In this section, we develop a bifactor approximation algorithm for KM that outputs a pseudosolution of cost at most \(3.05\mathrm {OPT_{\mathcal {I}}}\) and of weight bounded by \((1+\epsilon )B\). This is a substantial improvement upon the previous comparable result, which achieved a factor of \(16+\epsilon \) and violated the budget additively by the largest weight \(w_{\max }\) of a facility. It is not hard to observe that one can also use Swamy’s algorithm [10] to obtain an 8approximation that opens a constant number of extra facilities (exceeding the budget B). Our algorithm works for the original problem formulation of KM where all facility costs are zero. Our algorithm is inspired by a recent algorithm of Li and Svensson [8] for the kmedian problem, which beat the long standing best bound of \(3+\epsilon \). The overall approach consists in computing a socalled bipoint solution, which is a convex combination \(a\mathcal {F}_1+b\mathcal {F}_2\) of two integral pseudo solutions \(\mathcal {F}_1\) and \(\mathcal {F}_2\) for appropriate factors \(a,b\ge 0\) with \(a+b=1\), and then rounding this bipoint solution to an integral one.
Depending on the value of a, Li and Svensson apply three different bipoint rounding procedures. We extend two of them to the case of KM. The rounding procedures of Li and Svensson have the inherent property of opening \(k+c\) facilities where c is a constant. Li and Svensson find a way to preprocess the instance such that any pseudo approximation algorithm for kmedian that opens \(k+c\) facilities can be turned into a (proper) approximation algorithm by paying only an additional \(\epsilon \) in the approximation ratio. We did not find a way to prove a similar result also for KM and therefore our algorithms violate the facility budget by a factor of \(1+\epsilon \).
3.1 Pruning the Instance
The bifactor approximation algorithm that we will describe in Sect. 3.2 has the following property. It outputs a (possibly infeasible) pseudosolution of cost at most \(\alpha \mathrm {OPT_{\mathcal {I}}}\) such that the budget B is respected when we remove the two heaviest facilities from this solution. This can be combined with a simple reduction to the case where the weight of any facility is at most \(\epsilon B\). This ensures that our approximate solution violates the budget by a factor at most \(1+2\epsilon \) while maintaining the approximation factor \(\alpha \).
Lemma 10
Let \(\mathcal {I} = (B, \mathcal {F}, \mathcal {C}, c, w)\) be any KM instance. Assume there exists an algorithm A that computes for instance \(\mathcal {I}\) a solution that consists of a feasible solution and two additional facilities, and that has cost at most \(\alpha \mathrm {OPT_{\mathcal {I}}}\). Then there exists for any \(\epsilon >0\) a bifactor approximation algorithm \(A'\) which computes a solution of weight \((1+\epsilon )B\) and of cost at most \(\alpha \mathrm {OPT_{\mathcal {I}}}\).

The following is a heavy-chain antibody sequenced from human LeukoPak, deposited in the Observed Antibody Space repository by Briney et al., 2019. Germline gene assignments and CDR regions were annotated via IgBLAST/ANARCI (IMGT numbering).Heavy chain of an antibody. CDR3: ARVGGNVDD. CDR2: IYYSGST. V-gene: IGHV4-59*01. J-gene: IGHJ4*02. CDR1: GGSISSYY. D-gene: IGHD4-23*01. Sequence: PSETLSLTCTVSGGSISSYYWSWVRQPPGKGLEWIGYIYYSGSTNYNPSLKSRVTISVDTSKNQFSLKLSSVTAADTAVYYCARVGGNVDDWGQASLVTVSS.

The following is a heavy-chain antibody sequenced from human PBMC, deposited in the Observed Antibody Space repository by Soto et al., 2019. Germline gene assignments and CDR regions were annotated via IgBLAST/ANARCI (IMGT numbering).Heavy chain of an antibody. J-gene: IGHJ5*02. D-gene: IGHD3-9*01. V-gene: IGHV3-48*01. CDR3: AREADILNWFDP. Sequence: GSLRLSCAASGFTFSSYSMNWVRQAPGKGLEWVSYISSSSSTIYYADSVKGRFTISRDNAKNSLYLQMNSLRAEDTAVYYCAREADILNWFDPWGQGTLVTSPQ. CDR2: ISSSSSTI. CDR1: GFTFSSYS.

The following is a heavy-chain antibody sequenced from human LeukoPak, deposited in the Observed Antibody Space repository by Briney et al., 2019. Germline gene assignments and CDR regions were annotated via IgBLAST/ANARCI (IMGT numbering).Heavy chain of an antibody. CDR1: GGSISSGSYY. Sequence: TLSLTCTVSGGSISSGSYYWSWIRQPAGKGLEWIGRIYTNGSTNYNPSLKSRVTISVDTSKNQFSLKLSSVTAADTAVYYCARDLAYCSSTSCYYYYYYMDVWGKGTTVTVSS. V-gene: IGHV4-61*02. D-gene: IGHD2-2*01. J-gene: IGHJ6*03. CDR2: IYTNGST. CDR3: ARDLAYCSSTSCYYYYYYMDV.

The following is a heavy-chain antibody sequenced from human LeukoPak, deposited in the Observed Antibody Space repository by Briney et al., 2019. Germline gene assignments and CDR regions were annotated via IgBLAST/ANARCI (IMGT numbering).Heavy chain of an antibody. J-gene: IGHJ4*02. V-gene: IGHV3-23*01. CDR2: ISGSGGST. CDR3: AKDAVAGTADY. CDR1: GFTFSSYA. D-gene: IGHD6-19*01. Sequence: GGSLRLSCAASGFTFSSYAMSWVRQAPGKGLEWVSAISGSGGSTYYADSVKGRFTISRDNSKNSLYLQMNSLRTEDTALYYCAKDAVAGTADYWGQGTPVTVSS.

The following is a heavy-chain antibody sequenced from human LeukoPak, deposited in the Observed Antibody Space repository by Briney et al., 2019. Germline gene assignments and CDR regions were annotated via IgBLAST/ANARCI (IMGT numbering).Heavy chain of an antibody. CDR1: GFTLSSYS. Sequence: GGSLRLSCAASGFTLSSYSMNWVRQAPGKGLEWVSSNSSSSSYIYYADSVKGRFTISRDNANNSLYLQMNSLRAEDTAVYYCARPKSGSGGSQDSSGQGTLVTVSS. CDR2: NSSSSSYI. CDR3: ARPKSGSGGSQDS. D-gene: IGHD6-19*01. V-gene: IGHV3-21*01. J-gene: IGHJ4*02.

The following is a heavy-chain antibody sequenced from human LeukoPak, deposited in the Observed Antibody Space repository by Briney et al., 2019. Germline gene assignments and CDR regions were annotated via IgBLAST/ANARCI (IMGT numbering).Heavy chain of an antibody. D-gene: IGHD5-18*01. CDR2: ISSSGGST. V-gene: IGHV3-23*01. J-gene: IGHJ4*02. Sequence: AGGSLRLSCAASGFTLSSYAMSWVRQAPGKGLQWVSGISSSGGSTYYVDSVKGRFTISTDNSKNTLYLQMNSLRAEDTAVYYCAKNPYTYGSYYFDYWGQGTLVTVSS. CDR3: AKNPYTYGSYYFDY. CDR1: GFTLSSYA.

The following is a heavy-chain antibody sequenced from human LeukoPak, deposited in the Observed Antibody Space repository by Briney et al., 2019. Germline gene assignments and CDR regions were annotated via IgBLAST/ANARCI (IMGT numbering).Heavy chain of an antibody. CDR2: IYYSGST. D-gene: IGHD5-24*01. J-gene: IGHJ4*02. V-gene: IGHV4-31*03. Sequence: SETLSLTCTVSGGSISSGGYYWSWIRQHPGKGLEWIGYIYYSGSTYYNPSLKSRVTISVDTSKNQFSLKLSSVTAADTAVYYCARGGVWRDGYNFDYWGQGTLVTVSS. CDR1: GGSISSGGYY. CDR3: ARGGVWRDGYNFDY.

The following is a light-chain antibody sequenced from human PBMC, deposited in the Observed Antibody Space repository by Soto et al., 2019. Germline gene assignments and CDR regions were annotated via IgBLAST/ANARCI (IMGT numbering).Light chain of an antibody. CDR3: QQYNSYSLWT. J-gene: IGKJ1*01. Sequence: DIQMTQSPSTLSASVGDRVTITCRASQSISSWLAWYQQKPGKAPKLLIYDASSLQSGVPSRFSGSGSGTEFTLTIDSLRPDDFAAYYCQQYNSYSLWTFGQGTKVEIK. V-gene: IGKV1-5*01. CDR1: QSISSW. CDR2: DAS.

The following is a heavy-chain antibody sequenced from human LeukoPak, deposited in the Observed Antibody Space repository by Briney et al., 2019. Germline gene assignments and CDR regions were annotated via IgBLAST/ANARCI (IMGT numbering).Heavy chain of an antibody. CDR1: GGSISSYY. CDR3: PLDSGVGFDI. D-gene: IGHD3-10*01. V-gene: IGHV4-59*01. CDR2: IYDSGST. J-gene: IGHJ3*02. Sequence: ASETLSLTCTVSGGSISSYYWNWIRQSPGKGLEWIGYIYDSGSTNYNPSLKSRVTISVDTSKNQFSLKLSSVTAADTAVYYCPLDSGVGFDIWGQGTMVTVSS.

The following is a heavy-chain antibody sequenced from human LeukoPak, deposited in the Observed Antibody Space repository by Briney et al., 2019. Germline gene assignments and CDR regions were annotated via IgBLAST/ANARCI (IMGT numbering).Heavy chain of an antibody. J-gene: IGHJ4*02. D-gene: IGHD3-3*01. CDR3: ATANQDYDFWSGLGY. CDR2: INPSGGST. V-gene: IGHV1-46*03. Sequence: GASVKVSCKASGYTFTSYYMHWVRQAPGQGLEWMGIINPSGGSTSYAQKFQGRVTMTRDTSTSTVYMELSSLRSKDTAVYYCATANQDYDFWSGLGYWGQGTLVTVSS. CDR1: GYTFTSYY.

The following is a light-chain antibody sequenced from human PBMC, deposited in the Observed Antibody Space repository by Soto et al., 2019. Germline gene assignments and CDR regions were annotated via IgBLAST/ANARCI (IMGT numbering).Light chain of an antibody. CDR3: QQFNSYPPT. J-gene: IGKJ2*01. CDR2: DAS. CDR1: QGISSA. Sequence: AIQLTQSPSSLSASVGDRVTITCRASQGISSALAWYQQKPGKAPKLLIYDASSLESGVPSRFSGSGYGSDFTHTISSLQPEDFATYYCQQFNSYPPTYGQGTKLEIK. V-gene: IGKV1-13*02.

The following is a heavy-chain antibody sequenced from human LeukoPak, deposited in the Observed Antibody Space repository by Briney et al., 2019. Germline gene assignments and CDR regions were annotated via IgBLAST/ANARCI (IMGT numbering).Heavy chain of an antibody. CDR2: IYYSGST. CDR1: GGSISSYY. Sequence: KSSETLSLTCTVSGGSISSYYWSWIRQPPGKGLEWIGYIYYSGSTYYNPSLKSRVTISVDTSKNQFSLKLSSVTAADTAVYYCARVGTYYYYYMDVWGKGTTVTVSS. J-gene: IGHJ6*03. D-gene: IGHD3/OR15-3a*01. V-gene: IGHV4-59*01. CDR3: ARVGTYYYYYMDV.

Proof
Let \(\mathcal {I} = (B, \mathcal {F}, \mathcal {C}, c, w)\) be an instance of knapsack median, let \(\mathcal {F}_{\epsilon }\subseteq \mathcal {F}\) be the set of facilities whose weight exceeds \(\epsilon B\) and let \({\mathcal {S}}\) be some fixed optimum solution. Note that any feasible solution can have no more than \(1/\epsilon \) many facilities in \(\mathcal {F}_{\epsilon }\).
This allows us to guess the set \({\mathcal {S}}_{\epsilon }:={\mathcal {S}}\cap \mathcal {F}_{\epsilon }\) of “heavy” facilities in the optimum solution \({\mathcal {S}}\). To this end we enumerate all \(O(\frac{1}{\epsilon }{\mathcal {F}}^{1/\epsilon })\) many subsets of \(\mathcal {F}_{\epsilon }\) of cardinality at most \(1/\epsilon \). At some iteration, we will consider precisely the set \({\mathcal {S}}_{\epsilon }\). We modify the instance as follows. The budget is adjusted to \(B':=Bw({\mathcal {S}}_{\epsilon })\). The weight of each facility in \({\mathcal {S}}_{\epsilon }\) is set to zero. The facilities in \(\mathcal {F}_{\epsilon }\setminus {\mathcal {S}}_{\epsilon }\) are removed from the instance. Let \(\mathcal {I}' = (B', \mathcal {F}\setminus (\mathcal {F}_{\epsilon }\setminus {\mathcal {S}}_{\epsilon }), \mathcal {C}, c, w')\) be the modified instance. Since \({\mathcal {S}}\) is a feasible solution to \(\mathcal {I}'\) it follows that \(\mathrm {OPT_{\mathcal {I'}}}\le \mathrm {OPT_{\mathcal {I}}}\). Therefore, the algorithm A from the statement outputs a solution \({\mathcal {S}}'\) whose cost is at most \(\alpha \mathrm {OPT_{\mathcal {I}}}\). If \({\mathcal {S}}'\subseteq {\mathcal {S}}_{\epsilon }\) we are done since then \({\mathcal {S}}'\) is already feasible solution under the original weight w. Otherwise, let \(f_1,f_2\) be the two heaviest facilities of \({\mathcal {S}}'\setminus {\mathcal {S}}_{\epsilon }\) where we set \(f_2=f_1\) if there is only one such facility. By the abovementioned property of our algorithm, we have that \(w'({\mathcal {S}}'\setminus \{f_1,f_2\})\le B'\) and thus \(w({\mathcal {S}}'\setminus \{f_1,f_2\})\le B\). Since \(f_1,f_2 \not \in {\mathcal {S}}_{\epsilon }\) we have that \(w(f_1)\) and \(w(f_2)\) are bounded by \(\epsilon B\). Hence the total weight of solution \({\mathcal {S}}'\) under the original weight function is \(w({\mathcal {S}}')\le (1+2\epsilon )B\). \(\square \)
3.2 Computing and Rounding a Bipoint Solution